A new study into fishing in the north-east could encourage fisherman to work in more energy efficient ways.
The researchers looked into producing an “eco-label” which details the amount of energy used in the catching, processing and distribution of fish.
This would then allow fish producers and manufacturers to sell their products in a low-energy category.
The researchers at Robert Gordon University analysed fish caught and processed in and around Fraserburgh, and also looked into fish life cycles.
The eco-label label would detail the amount of energy used in the catching and processing stages of catching fish.
The study is part of a wider research project, e-harbours, which aims to create a more sustainable energy model within Europe’s harbour regions.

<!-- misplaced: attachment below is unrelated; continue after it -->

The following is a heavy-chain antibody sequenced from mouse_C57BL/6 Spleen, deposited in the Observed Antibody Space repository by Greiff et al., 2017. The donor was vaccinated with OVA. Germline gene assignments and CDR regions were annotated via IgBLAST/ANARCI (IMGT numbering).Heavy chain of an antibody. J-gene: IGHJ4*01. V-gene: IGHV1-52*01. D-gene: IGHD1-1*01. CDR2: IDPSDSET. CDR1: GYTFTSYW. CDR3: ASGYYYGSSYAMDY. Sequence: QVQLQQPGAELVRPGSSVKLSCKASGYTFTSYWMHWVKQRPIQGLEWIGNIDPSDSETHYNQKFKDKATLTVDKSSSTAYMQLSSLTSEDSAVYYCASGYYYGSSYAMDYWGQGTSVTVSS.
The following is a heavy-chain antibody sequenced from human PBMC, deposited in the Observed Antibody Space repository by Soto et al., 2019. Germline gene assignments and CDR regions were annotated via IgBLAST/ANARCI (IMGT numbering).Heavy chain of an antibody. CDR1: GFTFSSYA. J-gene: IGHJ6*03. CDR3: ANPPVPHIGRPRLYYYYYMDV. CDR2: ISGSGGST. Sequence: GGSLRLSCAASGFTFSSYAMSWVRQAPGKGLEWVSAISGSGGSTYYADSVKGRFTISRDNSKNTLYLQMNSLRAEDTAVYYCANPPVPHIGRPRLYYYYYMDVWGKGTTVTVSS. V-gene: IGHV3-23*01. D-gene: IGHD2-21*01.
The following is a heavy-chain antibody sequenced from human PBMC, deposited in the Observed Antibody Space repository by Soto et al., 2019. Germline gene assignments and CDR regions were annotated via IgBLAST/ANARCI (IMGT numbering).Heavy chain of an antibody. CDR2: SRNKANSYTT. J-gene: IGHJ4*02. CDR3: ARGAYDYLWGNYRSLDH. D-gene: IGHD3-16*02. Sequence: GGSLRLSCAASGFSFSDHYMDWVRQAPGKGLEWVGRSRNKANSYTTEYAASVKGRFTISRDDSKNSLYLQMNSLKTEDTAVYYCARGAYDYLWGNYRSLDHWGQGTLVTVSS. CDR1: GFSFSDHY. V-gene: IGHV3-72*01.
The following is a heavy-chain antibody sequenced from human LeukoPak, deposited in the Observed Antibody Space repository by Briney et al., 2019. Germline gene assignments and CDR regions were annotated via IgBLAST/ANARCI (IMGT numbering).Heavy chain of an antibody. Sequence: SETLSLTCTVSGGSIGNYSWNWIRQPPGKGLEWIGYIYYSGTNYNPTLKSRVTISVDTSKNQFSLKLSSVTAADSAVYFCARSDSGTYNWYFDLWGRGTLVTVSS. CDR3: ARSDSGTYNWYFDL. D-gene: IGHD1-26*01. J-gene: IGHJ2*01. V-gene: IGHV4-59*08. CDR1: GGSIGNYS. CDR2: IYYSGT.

The RGU research showed that catching and processing a tonne of haddock used 2898.4KWh, which is more than the amount of electricity used by the average household in ten months.
Meanwhile, catching and processing a tonne of mackerel used only 867.27KWh.
The team also looked at the energy used in the distribution stages of fish production between Fraserburgh and the south of England.
Dr. Ebun Akinsete, of RGU’s Institute for Innovation, Design and Sustainability, led part of the research,
She said: “There is huge scope in this area for more research, which could help fishermen see where they can perhaps be more energy efficient throughout the catching process.”
Dr Simon Burnett – of RGU’s Institute for Management, Governance and Society – said: “Consumers are getting used to seeing a variety of labels on their food products.
“It’s hoped that clearly presented information in the form of a fish energy label would encourage responsible consumer choices.”